BEAUTY AND THE BEAST
***1/2 (out of four)
DIRECTED BY Bill Condon
STARS Emma Watson, Dan Stevens
Admittedly, a live-action version of 1991’s Beauty and the Beast, one of Disney’s all-time great animated features, sounds like nothing more than a cash-grab, an easy way for the studio to make a mint off of gift-wrapped nostalgia. What’s truly wondrous is that this new Beauty and the Beast is a powerful piece in its own right, with everyone involved shedding copious amounts of blood, sweat and candle wax to produce a picture that illuminates rather than tarnishes the legacy.
In a year in which several of the biggest hits have been little more than sops to fanboys more interested in bloodletting than storytelling, here’s a film that should appeal to all demographics. The plot remains fundamentally unchanged from the ’91 model, and the narrative diversions that have been added along the way are acceptable and sometimes even manage to enhance particular points from its predecessor. While some great individual moments don’t survive the transition — I particularly missed the “If it’s not baroque, don’t fix it” line, which never fails to amuse me — what is transferred unencumbered is a true sense of enchantment and an even truer sense of romance.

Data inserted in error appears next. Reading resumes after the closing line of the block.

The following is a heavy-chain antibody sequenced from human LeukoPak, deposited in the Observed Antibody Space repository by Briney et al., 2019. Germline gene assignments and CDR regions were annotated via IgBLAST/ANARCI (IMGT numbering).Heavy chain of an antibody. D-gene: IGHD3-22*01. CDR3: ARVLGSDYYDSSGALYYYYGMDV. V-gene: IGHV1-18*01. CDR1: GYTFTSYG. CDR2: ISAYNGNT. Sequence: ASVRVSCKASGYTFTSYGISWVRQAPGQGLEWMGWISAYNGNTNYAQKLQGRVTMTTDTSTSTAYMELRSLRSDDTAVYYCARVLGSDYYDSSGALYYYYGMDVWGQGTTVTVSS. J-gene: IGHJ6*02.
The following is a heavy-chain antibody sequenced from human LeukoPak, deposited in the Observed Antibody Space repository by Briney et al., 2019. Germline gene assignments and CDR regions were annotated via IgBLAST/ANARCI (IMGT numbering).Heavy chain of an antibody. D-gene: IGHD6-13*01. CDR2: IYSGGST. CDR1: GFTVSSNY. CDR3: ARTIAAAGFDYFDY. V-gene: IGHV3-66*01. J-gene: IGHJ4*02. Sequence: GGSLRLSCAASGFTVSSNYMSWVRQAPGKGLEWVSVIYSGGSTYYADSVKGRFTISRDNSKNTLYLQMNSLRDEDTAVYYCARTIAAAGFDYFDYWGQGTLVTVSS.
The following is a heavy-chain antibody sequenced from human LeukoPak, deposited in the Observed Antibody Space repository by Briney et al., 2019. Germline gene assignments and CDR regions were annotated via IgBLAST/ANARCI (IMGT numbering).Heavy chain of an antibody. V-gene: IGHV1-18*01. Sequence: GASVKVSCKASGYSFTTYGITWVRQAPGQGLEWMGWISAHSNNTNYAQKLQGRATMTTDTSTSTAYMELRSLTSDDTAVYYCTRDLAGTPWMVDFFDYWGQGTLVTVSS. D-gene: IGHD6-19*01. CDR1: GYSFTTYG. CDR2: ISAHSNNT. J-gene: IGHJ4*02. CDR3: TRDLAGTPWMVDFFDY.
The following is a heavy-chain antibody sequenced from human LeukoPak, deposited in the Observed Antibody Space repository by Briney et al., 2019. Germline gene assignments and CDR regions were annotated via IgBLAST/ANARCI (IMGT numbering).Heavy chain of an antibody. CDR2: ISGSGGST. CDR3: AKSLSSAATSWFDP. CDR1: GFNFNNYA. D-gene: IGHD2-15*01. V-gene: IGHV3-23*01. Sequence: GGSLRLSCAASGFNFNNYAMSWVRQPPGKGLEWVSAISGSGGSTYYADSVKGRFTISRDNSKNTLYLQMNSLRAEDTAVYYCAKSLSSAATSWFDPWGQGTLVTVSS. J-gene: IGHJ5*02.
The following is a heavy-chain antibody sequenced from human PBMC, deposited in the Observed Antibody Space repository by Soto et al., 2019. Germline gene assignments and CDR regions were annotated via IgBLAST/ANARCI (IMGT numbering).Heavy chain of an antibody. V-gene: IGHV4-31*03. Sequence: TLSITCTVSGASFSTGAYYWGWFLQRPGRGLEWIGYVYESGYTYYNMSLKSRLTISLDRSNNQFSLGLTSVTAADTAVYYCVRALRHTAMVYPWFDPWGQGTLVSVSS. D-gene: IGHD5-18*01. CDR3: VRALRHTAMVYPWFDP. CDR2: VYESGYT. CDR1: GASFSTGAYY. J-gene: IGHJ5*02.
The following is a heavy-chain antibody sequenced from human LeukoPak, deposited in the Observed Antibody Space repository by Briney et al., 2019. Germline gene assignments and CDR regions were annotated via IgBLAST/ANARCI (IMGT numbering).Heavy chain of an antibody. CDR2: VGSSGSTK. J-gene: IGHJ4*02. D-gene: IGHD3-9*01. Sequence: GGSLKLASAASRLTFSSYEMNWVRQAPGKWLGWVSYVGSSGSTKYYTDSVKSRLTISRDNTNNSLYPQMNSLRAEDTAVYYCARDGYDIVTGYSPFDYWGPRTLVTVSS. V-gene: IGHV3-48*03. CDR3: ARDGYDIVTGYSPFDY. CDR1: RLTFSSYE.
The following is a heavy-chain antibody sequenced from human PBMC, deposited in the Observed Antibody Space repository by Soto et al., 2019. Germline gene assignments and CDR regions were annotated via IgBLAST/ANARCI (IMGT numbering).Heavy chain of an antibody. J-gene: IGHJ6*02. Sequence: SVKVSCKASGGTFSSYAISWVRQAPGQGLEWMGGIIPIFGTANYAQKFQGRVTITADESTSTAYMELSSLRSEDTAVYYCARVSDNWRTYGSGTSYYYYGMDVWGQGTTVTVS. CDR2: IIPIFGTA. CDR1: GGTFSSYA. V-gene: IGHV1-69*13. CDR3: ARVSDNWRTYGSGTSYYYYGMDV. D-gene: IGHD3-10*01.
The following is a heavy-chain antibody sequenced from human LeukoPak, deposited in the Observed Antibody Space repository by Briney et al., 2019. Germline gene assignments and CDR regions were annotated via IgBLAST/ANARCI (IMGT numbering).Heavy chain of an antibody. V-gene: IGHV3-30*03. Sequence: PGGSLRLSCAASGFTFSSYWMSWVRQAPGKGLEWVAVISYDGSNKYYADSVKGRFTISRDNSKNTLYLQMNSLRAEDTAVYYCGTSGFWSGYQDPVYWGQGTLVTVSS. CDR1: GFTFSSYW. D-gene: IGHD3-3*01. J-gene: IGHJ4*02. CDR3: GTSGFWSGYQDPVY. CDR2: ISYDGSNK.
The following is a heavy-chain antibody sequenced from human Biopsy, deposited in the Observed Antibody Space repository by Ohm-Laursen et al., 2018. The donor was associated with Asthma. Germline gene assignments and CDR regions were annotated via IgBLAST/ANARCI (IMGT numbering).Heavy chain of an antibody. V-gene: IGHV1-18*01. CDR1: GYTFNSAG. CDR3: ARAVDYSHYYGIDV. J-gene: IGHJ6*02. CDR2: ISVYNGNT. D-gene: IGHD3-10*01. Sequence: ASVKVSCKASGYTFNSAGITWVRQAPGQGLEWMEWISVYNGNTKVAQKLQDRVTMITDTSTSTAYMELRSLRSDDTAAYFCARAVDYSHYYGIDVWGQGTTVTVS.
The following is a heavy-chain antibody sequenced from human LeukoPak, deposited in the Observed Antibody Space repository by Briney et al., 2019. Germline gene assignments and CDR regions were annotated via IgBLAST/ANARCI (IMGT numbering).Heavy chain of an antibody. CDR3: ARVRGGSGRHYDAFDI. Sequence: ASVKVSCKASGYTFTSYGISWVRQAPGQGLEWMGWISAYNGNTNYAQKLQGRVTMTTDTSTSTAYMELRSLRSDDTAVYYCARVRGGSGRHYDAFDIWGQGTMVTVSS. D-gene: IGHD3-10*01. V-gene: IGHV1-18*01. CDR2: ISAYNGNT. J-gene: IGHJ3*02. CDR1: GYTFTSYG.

Starting with Emma Watson, who proves to be absolutely luminous as Belle, the cast is top-flight straight down the line. As Belle’s father, Kevin Kline rescues the role from irrelevance – little more than dotty comic relief in ’91, here he’s a fully fleshed-out character with an added backstory that brings him into focus. Ewan McGregor and Ian McKellen are dandy providing the voices of Lumiere and Cogsworth, and Luke Evans amuses as the conceited Gaston. Even Josh Gad, typically as welcome as a rash, is fine as Gaston’s sidekick LeFou. LeFou, as everyone has doubtless heard by now, has been transformed into an openly gay character. It’s a progressive change that neither helps nor hurts the overall narrative – ditto for the pair of mixed-race relationships found among major supporting players. I can almost taste those salty tears being shed by homophobes, racists and Trumpsters.
The 1991 Beauty and the Beast featured both the best song score and the best thematic score found in any Disney animated feature, and if there’s a major complaint to be lodged against this latest film, it’s that the new songs — doubtless added to snag an Oscar nomination or two — don’t compare to the original tunes and occasionally slow down the proceedings. But in most other respects, from the vibrant visual sheen to the enormous emotional pull, this picture doesn’t disappoint. To be sure, it’s no match for the animated take, which belongs in a special class all by itself. Yet on its own terms, it manages to return a splash of magic to the movies, even if only momentarily.
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